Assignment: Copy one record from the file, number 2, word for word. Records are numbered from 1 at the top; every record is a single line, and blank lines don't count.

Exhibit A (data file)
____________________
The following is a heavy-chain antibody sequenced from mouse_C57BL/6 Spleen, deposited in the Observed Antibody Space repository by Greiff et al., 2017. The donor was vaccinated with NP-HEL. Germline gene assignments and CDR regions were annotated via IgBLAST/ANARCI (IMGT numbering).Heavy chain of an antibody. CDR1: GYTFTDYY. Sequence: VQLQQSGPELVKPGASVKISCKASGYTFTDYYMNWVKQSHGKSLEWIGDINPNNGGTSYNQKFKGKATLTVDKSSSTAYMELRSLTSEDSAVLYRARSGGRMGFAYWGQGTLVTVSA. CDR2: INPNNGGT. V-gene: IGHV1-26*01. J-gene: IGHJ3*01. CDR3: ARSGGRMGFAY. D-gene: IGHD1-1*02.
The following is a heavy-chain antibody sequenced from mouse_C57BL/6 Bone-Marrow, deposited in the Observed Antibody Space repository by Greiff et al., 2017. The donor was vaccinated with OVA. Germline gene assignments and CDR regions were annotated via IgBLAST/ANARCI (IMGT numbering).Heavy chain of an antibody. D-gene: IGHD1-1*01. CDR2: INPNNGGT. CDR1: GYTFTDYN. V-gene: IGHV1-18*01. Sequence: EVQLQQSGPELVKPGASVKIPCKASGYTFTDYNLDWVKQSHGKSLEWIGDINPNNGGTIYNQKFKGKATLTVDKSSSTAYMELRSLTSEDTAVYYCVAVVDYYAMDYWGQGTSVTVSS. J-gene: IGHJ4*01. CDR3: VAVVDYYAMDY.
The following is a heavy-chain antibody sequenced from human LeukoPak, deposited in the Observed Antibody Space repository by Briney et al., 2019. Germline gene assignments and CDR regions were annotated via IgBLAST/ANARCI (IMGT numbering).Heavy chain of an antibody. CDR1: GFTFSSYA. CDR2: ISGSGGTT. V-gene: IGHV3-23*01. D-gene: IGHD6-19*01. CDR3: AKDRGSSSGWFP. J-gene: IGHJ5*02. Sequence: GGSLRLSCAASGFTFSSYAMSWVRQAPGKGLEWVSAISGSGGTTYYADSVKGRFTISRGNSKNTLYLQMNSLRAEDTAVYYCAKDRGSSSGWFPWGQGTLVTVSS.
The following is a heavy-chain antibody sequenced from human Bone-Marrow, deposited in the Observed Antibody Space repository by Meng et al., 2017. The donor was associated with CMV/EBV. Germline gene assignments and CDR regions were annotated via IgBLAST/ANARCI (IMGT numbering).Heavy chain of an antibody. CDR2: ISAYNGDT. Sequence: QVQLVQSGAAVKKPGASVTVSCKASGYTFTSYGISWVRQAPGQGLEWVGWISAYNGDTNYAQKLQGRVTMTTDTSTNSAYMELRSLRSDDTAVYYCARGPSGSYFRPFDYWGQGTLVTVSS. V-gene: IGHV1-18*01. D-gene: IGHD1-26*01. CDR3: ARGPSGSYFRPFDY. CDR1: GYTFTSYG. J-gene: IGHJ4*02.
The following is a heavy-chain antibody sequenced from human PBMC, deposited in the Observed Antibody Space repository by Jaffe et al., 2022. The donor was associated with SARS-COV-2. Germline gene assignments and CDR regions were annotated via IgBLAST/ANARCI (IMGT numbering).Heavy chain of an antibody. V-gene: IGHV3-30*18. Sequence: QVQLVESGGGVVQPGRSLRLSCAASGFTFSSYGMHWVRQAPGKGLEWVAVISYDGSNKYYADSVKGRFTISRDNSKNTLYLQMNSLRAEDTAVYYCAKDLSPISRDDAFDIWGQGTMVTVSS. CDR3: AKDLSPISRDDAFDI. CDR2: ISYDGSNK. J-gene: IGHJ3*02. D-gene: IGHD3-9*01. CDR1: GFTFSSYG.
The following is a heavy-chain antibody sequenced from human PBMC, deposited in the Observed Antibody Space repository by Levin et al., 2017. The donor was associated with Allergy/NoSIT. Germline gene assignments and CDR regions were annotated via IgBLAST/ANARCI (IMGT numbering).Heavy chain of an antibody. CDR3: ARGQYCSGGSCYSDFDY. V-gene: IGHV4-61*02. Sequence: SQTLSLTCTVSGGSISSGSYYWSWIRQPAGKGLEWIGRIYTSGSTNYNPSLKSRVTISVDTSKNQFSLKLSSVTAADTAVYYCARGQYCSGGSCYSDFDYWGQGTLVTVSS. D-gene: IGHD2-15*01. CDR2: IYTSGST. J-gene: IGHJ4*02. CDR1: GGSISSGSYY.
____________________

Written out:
The following is a heavy-chain antibody sequenced from mouse_C57BL/6 Bone-Marrow, deposited in the Observed Antibody Space repository by Greiff et al., 2017. The donor was vaccinated with OVA. Germline gene assignments and CDR regions were annotated via IgBLAST/ANARCI (IMGT numbering).Heavy chain of an antibody. D-gene: IGHD1-1*01. CDR2: INPNNGGT. CDR1: GYTFTDYN. V-gene: IGHV1-18*01. Sequence: EVQLQQSGPELVKPGASVKIPCKASGYTFTDYNLDWVKQSHGKSLEWIGDINPNNGGTIYNQKFKGKATLTVDKSSSTAYMELRSLTSEDTAVYYCVAVVDYYAMDYWGQGTSVTVSS. J-gene: IGHJ4*01. CDR3: VAVVDYYAMDY.